The lights are on
What new ideas the game brings to the table and how well old ideas are presented.
How good a game looks, taking into account any flaws such as bad collision or pop-up.
Does the game’s music and sound effects get you involved or do they make you resolve to always play with the volume down?
Basically, the controller to human interface. The less you think about the hunk of plastic in your hands, the better the playability.
Flat out, just how fun the game is to play. The most important factor in rating a game.
Pro Evolution Soccer has always done it the hard way. The franchise
is known for its complex controls, minutia of player attributes, and the
fact that it has fewer licensed teams and players than rival FIFA.
Regardless, I love the series because it allows me to create beautiful
soccer seemingly out of thin air. PES 2012 is no different – warts and
Nothing typifies the series’ hard-won philosophy more than
the new off-the-ball controls that let you prompt teammates to make
offensive runs while you have the ball. You can either pick which player
you want to make a run with the flick of a right analog stick (simliar
to FIFA’s “Make a Run” button), or you can actually control an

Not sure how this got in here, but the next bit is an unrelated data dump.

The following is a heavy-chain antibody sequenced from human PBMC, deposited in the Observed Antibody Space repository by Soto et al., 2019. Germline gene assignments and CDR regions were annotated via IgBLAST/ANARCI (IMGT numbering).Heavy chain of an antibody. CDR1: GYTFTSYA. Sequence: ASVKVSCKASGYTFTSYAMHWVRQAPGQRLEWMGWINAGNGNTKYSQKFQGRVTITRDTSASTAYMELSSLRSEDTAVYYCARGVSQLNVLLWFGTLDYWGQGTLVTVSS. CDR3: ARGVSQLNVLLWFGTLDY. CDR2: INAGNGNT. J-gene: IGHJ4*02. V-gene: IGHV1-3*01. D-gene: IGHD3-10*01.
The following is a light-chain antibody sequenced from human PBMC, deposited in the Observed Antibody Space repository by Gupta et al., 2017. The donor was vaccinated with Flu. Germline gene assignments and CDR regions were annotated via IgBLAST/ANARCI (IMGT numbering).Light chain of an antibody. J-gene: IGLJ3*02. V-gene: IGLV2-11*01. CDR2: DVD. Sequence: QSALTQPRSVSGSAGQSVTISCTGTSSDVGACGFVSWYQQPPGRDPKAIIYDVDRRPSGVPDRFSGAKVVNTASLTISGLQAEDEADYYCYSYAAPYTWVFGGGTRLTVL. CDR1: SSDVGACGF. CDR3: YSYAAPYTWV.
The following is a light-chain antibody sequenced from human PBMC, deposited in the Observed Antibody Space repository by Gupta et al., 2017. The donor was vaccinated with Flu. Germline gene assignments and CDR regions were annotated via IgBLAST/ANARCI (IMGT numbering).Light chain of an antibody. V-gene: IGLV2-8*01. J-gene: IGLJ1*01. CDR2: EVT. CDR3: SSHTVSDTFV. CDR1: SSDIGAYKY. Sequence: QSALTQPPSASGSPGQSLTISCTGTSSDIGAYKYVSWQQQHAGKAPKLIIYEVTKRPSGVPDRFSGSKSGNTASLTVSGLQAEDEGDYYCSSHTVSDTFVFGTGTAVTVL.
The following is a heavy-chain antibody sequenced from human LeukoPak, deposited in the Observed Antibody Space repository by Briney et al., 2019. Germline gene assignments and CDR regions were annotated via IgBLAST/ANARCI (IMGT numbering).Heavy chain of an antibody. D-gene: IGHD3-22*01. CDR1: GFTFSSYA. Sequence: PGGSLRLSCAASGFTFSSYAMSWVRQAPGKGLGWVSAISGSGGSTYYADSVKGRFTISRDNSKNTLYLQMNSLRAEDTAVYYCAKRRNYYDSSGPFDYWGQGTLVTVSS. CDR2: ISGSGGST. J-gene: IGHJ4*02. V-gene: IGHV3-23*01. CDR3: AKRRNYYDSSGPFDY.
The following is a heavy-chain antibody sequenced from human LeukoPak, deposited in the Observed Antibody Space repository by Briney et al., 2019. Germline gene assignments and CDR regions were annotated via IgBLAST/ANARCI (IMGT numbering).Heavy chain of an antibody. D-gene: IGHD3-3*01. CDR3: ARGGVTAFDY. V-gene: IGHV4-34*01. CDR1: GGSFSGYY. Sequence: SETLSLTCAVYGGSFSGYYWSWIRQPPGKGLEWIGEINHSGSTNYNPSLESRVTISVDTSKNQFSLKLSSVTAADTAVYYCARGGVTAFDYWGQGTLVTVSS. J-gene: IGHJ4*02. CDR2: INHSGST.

off-the-ball player directly (It’s like controlling a WR while you’re
the QB). These controls can be difficult to execute, but the sublime
moments of offensive brilliance they can create are awesome. They are
especially useful on set pieces.
You also get a boost from your AI
teammates, even if you aren’t controlling them. They generally do a
good job of cutting out opponents’ passes on defense and making
offensive runs on their own. AI teams vary their attacks from each
other, particularly in their effective use of the long ball to dissect
your back line. Defenders will get caught gawking at the ball and the
player selection isn’t great, but I can overlook these issues in light
of the overall quality of the play.
The umbrella Football Life
mode now houses the Master League career mode, Become a Legend
individual player mode, and the dry, boardroom-based Club Boss mode.
Konami breathed new life into these modes with cutscenes that try to
keep you on task and even discuss strategy. Try as The Football Life
might, though some depth is naturally lost by the lack of team/player
licenses.This cuts down the number of divisions available, and it also
doesn’t help that you aren’t offered contracts by other teams. I also
wish player info and strategy were better presented, as the career modes
still lack an allure to match their substance.
This year’s PES title won’t change anyone’s mind about the
series. It hasn’t gotten any less complex, but it also hasn’t lost any
of its brilliance. In that sense, its success is all its own.
Email the author Matthew Kato, or follow on Twitter, and Game Informer.
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